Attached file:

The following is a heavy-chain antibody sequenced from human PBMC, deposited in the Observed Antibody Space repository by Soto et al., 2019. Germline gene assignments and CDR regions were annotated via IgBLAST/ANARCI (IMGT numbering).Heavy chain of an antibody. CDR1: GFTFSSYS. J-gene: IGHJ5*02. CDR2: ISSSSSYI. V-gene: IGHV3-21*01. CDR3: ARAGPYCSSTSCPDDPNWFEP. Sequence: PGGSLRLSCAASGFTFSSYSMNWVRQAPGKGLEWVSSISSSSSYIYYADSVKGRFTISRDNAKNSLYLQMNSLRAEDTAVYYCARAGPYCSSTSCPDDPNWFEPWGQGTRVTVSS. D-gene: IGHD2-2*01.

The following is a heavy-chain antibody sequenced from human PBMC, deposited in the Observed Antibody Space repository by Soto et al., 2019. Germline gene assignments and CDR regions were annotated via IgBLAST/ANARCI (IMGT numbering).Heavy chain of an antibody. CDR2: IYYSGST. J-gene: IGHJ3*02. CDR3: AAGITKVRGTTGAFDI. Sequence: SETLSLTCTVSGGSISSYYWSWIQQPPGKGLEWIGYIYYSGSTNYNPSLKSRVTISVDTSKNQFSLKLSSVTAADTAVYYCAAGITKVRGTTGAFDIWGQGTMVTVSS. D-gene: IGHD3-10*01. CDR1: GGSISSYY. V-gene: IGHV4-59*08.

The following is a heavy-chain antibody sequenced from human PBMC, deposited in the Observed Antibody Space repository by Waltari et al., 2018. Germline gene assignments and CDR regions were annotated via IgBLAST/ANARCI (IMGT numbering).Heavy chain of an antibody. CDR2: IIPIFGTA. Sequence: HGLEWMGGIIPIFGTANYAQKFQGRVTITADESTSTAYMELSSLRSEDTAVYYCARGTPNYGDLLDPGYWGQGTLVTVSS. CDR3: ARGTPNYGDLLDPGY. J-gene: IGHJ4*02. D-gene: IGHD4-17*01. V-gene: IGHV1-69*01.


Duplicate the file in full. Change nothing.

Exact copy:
The following is a heavy-chain antibody sequenced from human PBMC, deposited in the Observed Antibody Space repository by Soto et al., 2019. Germline gene assignments and CDR regions were annotated via IgBLAST/ANARCI (IMGT numbering).Heavy chain of an antibody. CDR1: GFTFSSYS. J-gene: IGHJ5*02. CDR2: ISSSSSYI. V-gene: IGHV3-21*01. CDR3: ARAGPYCSSTSCPDDPNWFEP. Sequence: PGGSLRLSCAASGFTFSSYSMNWVRQAPGKGLEWVSSISSSSSYIYYADSVKGRFTISRDNAKNSLYLQMNSLRAEDTAVYYCARAGPYCSSTSCPDDPNWFEPWGQGTRVTVSS. D-gene: IGHD2-2*01.

The following is a heavy-chain antibody sequenced from human PBMC, deposited in the Observed Antibody Space repository by Soto et al., 2019. Germline gene assignments and CDR regions were annotated via IgBLAST/ANARCI (IMGT numbering).Heavy chain of an antibody. CDR2: IYYSGST. J-gene: IGHJ3*02. CDR3: AAGITKVRGTTGAFDI. Sequence: SETLSLTCTVSGGSISSYYWSWIQQPPGKGLEWIGYIYYSGSTNYNPSLKSRVTISVDTSKNQFSLKLSSVTAADTAVYYCAAGITKVRGTTGAFDIWGQGTMVTVSS. D-gene: IGHD3-10*01. CDR1: GGSISSYY. V-gene: IGHV4-59*08.

The following is a heavy-chain antibody sequenced from human PBMC, deposited in the Observed Antibody Space repository by Waltari et al., 2018. Germline gene assignments and CDR regions were annotated via IgBLAST/ANARCI (IMGT numbering).Heavy chain of an antibody. CDR2: IIPIFGTA. Sequence: HGLEWMGGIIPIFGTANYAQKFQGRVTITADESTSTAYMELSSLRSEDTAVYYCARGTPNYGDLLDPGYWGQGTLVTVSS. CDR3: ARGTPNYGDLLDPGY. J-gene: IGHJ4*02. D-gene: IGHD4-17*01. V-gene: IGHV1-69*01.